2. H ergaster (approx 1.9-1.4mya) – I’ve used the Wikipedia existence range here, but the Australian museum suggests that arguments about existing classification of specimens may extend that range up to 700,000 ya. They also point out that some don’t accept this classification at all, preferring H erectus. They were relatively hairless and more closely resembled modern humans than earlier types. Possible specimens found in modern Kenya, Ethiopia, South Africa, and most notably in Georgia (Eurasia), which suggests first emergence of early humans from Africa occurred about 1.7mya. Cranial capacity, about 860cc .
  3. H erectus (approx 1.8mya- 100,000ya?) – first found in Java, other specimens found in Indonesia, China and Africa. Short and stocky with heavy brow ridges. Sometimes hard to separate from H ergaster, especially the African specimens. H erectus is now more widely believed to be a side-branch, and H ergaster our more direct, if more ancient, ancestor. Cranial capacity about 1050cc.
  4. H rudolfensis (approx 2.4mya- 1.8mya) – specimens found in modern Malawi and Kenya. A contested classification, could be lumped in with H habilis. There is always a difficulty when dealing with limited specimens, which might be atypical, juvenile or of unknown gender. Anyway, estimated cranial capacity, about 750cc. Size and shape insufficiently known.
  5. H heidelbergensis (c700,000-300,000 ya) – evolved in Africa, but in Europe by 500,000 ya (African fossils are mostly older). Lived and worked in co-operative groups, using a variety of tools. Specimens found in England, France and Spain as well as in the region of Heidelberg, Germany. Possibly as far east as northern India. Also in Zambia and South Africa. Physically tall, up to 180 cms, suggesting descent from H ergaster. Brain capacity approx 1250cc.
  6. H neanderthalensis (?800,000-40,000 ya) – some have argued that they were around as recently as 28,000 years ago. The first fossil was found in the 1820s, and was the first fossil of any extinct hominin ever found. Their cranial capacity, at 1500cc, is larger than that of H sapiens, not surprisingly due to their larger overall build (shorter but much more solid). No specimens found as yet in Africa, but a large number of finds throughout Europe and the Middle East (and possibly in China) allow us to build a clearer picture of Neanderthals than any other extinct hominin. They used a variety of tools, which they may have obtained through trade with modern humans. They wore animal hides and used fire for warmth, cooking and protection. Physically they were thickset, with heavy brow ridges and a relatively receding forehead, a forward-projecting face, a large, broad nose, and strong neck muscles. It’s now known, of course, that they interbred to some degree with modern humans, but it’s also likely that they competed with them for scarce resources, especially during ice ages. Though we don’t now consider them to be ‘nasty, brutish and short’ it may well be that the greater resourcefulness of H sapiens hastened their demise.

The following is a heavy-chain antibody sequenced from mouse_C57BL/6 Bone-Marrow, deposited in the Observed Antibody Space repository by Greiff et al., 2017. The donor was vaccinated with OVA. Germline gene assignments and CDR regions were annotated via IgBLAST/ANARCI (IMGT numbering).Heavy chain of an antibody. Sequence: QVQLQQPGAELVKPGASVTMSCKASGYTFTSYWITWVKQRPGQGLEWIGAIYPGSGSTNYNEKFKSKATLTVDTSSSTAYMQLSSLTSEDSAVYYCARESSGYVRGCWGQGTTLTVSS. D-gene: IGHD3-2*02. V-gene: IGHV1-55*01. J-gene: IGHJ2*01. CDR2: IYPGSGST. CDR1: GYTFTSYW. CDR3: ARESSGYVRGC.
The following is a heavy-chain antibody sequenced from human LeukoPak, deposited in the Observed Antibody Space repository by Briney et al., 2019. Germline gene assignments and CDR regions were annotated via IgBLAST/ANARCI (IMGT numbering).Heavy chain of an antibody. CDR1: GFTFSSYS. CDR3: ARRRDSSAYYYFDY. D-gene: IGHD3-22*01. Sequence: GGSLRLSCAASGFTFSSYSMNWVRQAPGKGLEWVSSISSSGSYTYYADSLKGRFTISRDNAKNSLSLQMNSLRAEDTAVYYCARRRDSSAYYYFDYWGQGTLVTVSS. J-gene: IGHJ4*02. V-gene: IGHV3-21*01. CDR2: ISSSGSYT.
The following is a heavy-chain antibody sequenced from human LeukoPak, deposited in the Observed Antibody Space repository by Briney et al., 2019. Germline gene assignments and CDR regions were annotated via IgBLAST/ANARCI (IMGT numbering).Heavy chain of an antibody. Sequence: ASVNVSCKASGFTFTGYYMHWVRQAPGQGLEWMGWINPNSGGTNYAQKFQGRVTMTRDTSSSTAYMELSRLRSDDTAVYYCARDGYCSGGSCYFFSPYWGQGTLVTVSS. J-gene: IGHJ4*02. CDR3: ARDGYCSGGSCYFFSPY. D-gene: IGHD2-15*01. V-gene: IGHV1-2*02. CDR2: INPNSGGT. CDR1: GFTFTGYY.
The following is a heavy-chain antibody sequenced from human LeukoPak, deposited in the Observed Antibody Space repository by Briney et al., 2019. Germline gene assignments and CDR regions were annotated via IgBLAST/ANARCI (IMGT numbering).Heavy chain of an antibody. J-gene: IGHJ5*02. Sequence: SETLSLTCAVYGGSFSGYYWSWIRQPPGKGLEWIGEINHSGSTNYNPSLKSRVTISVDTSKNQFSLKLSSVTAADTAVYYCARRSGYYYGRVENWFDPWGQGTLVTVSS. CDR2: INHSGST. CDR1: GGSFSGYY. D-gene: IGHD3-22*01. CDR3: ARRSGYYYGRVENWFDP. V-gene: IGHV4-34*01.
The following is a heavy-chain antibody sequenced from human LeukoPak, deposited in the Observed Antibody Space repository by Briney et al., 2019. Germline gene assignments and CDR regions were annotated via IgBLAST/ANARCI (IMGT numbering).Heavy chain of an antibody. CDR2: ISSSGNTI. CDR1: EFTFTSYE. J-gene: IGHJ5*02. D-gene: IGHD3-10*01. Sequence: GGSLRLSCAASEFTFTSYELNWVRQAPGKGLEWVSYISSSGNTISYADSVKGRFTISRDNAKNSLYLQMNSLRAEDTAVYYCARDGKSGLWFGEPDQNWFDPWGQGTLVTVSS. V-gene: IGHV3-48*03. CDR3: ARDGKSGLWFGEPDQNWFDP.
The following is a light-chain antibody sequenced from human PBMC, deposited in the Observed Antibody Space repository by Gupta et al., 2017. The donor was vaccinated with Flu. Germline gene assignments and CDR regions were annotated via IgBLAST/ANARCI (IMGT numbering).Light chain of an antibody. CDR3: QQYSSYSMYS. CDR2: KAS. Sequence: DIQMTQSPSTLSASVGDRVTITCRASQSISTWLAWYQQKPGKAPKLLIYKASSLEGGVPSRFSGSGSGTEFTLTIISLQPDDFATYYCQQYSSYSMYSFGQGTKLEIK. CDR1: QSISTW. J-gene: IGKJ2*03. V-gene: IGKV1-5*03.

7. H rhodesiensis (c800,000-120,000 ya) – now generally seen as an African subspecies of H heidelbergensis, with specimens found in Rhodesia/Zambia, Ethiopia and Tanzania.
  8. H cepranensis (c900,000-800,000 ya) – based on one fossil skull cap, or calvaria, unearthed near Ceprano, Italy in 1994. Others are for H heidelbergensis. The dating is also highly contested, with some arguing for around 450,000 ya. There’s probably quite a few more of this sort – but every new find is exciting.
  9. H denisova (? – 15,000 ya) – This isn’t an agreed taxonomic title, but the Denisovan finds are certainly exciting, with mitochondrial DNA being recovered from the first find (in a Siberian cave), the finger-bone of a juvenile female (how do they know that??). Other specimens have been found in the same cave, and another has been found in Tibet. There’s not enough material for us to picture this species, but the DNA tells us that they interbred with Neanderthals, and to a lesser degree with Melanesians, Papuans and Aboriginal Australians.
  10. H floresiensis (c190,000-50,000 ya) – found only on the Indonesian island of Flores. Another exciting, and puzzling, recent find. Could they have been killed off by those passing though on their way to Australia? Researchers are still hoping to recover mitochondrial DNA from the most recent specimens. Physically, these were unique humans with a very small stature and a cranial capacity of 380cc (chimp size), though with an enlarged Broadman area 10, which is associated with complex cognitive abilities. Other skull features, though, suggest a primitiveness going back more to H erectus. Tools found at the site have raised controversy. Do they belong to H floresiensis? They don’t easily equate with such a small brain. There is no precedent. Much still to be learned.

So I’ve raised far more questions for myself than I’ve answered. Hope to come back to this topic in future, with a focus on bipedality, climate effects, the beginnings of ‘culture’, and migration, among other things.

References (a great site, with links to details on particular species)

Paranthropus evolution (video), by Stefan Milo, 2019

Written by stewart henderson

October 30, 2019 at 9:59 pm

stuff on human ancestry 1: the australopithecines, mostly

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All the evolution we know of proceeds from the vague to the definite

C S Pierce

some of these depictions are more vague than others – we’re definitely not there yet